The entire application is written in C++ and Qt4. The more I use Qt the more I like it. This application was simplicity itself to make, and I look forward to continued development.
That's "pimpl", not "pimple" - I'm talking about opaque pointers, these beauties help protect your public interfaces from changing implementation. This useful technique has a few drawbacks that aren't so well publicised. In order to prevent others making the same mistakes I have, I thought I'd outline the general use of the pimpl pointer, and some of it's drawbacks:
Here's an example of a first-pass class to encapsulate a user account (I'm making this up on the fly, so bear with me):
// public methods go here
// private data members:
unsigned int accountId;
This will work just fine, but there's a problem. If you need to change the implementation (say you want to store the user's real name in two fields instead of one), unless you're very careful you will end up changing the size and / or the declaration of the class.
Changing the size of the class is a big problem if you're trying to maintain binary compatibility. Changing the declaration of the class is a problem because (some) compilers will now recompile every file that includes your changed header file, even if the changes make no difference to the binary output.
The solution comes in the form of an opaque pointer, or "pointer to implementation" (which is where we get the charming "pimpl" name from). The idea is that the implementation details are put in a separate class that is forward declared in the header file, and fully declared in the cpp file. Your external interface now only contains a single pointer - you can change the size of your implementation class to your hearts content, and you will never change the size or declaration of your external interface. The class above refactored to use a pimpl pointer looks like this:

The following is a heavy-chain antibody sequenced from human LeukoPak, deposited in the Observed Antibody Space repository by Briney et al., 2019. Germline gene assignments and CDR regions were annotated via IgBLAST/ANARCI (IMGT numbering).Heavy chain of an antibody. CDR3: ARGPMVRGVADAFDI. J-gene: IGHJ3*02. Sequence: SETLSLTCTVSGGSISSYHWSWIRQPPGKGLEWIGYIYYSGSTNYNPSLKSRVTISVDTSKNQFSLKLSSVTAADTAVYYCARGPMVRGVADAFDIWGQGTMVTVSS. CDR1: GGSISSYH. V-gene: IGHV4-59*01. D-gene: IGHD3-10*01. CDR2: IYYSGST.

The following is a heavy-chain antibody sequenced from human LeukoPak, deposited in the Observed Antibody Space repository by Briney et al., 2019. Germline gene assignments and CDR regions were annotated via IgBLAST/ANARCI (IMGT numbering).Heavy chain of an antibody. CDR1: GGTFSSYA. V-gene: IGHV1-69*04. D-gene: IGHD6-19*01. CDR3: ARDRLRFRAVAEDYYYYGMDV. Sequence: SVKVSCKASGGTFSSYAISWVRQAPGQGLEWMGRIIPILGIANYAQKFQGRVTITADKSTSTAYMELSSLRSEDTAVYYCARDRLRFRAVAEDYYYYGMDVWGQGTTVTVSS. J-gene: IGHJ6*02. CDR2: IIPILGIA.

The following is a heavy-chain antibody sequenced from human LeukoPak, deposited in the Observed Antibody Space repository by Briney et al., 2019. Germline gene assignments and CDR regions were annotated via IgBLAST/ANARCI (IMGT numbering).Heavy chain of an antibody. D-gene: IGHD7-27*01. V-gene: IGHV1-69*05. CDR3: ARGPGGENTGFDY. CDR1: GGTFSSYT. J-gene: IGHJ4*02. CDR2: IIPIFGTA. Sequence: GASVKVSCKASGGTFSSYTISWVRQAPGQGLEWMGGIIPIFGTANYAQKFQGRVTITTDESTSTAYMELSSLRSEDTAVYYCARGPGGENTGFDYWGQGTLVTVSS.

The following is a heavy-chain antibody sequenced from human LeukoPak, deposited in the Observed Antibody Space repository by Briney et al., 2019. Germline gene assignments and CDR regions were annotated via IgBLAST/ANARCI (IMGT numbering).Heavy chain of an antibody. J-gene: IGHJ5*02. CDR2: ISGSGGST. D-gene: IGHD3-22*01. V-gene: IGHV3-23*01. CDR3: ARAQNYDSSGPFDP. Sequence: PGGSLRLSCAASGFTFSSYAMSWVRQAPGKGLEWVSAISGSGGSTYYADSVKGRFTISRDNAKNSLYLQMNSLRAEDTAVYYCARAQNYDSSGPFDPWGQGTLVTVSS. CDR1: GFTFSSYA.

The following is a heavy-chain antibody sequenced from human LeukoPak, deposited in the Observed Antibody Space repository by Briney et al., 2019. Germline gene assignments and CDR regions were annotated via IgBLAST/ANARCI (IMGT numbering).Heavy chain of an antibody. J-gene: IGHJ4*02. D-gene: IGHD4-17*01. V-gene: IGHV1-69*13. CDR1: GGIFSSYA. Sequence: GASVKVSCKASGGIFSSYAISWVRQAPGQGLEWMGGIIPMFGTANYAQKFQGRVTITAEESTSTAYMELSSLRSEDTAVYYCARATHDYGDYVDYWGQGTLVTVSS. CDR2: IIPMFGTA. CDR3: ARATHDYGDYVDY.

// forward declare implementation class:
// public methods go here
// private data members:
unsigned int accountId;
: pimpl(new userAccountImpl)
Now any data members can be accesed via the private implementation class. There are several things you can do to extend the example above (using a shard_ptr is a start), but I want to keep things simple for the sake of the example.
Until recently, I took this method for granted and used it as often as I could. As so often happens when I learn something new I rush to use it in every possible situation, including ones where it doesn't make sense. The pimpl idiom has a few problems associated with it, which I will outline here:
- Your object's memory footprint is now split into more than one place in memory. This may not be a huge problem for 90% of classes, but consider a small utility class that contains only standard data types:
// public methods go here
unsigned char red;
unsigned char green;
unsigned char blue;
In order to serialise this into a buffer (like a file), you can get away with using a memcpy or similar technique. Since your object's memory footprint is contiguos, copying the entire object into a file is simple (Yes yes, I know: there are many reasons why this isn't a good idea, but let's face it - this happens all the time). Once you start using pimpl pointers it gets a bit more difficult. Since your implementation class is private to the .cpp file, the code to do the copying needs to be in the same cpp file (otherwise it doesn't have access to the definition of the implementation class). This is relatively easy to work around, but the trouble doesn't stop there - consider what you need to do to un-serialise an object from a buffer. You can no longer be cheeky and use a reinterpret-cast like so:
colour *pCol = (colour*) pBuffer;Again - I realise that this isn't the best idea in the world, but when you're programming with constraints sometimes this is the best way to do things.
- The default new and delete operators are expensive. I never realized just how expensive they can be. In a recent bout of performance testing on some real-time software I saw the default new operator take 55ms to allocate a block of 4B of memory. That's way too slow for the real-time application i was working on, and may be too slow for other applications as well. What's more, the times get worse the more memory you allocate - so using the pimpl pointer may not be a good idea at all, since it adds the overhead of a new call to each constructor, and a delete to each destructor. ouch!
If you're looking for more info on the pimpl idiom, Sutter wrote a good article on the pimpl pointer, and a more recent article that talks about some of the performance issues associated with pimpl pointers. This technique is worth using - it can save many attacks of "code cheese" in the future, just be careful where you us it, or you may end up with some nasty performance issues you didn't expect!